If you're venturing towards the northern tip of the island, here's a bite-sized guide to Mannar.
Mannar is best known for Adam’s Bridge, the 30km landmass that separates the Gulf of Mannar from the Palk Straight. The bridge, which was allegedly passable until the 15th century, is an impressive site. Mostly fishermen populate the beaches around Mannar and Adam’s Bridge; they offer great swimming for conservatively dressed bathers. If you ask around you might even be able to get your hands on toddy, locally brewed palm wine.
The sleepy town of Mannar has more to offer than the land bridge. The Baobab Tree is a major draw for local tourists. Supposedly planted by Arab traders in 1477, the 19 meter wide tree is quite a site. Mannar's fort is a beautiful site, but it is not open to visitors.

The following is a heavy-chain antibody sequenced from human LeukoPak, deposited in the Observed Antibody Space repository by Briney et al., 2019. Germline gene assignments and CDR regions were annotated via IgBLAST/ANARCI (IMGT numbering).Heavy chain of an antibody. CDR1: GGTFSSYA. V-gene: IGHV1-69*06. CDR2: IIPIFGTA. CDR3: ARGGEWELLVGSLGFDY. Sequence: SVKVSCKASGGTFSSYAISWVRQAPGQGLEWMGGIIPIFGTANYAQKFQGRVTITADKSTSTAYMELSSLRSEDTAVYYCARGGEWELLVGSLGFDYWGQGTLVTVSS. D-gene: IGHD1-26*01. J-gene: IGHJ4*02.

Catholicism runs deep in Mannar, it is estimated that the area is over 90% Catholic. The area is home to a number of impressive churches and cathedrals, in varying stages of decay. The cemeteries that accompany most of the churches are especially fascinating. It may seem macabre, but the cemeteries speak to the history of this town. Tombstones from the seventeenth century lay beside graves that are less than a year old.
The people of Mannar have a better command of the English language than most Sri Lankans. This area, as one of the worst hit during the war, can really open visitor’s eyes to the realities of post conflict areas. Locals may be hesitant to speak about life during LTTE rule, so breach the subject slowly.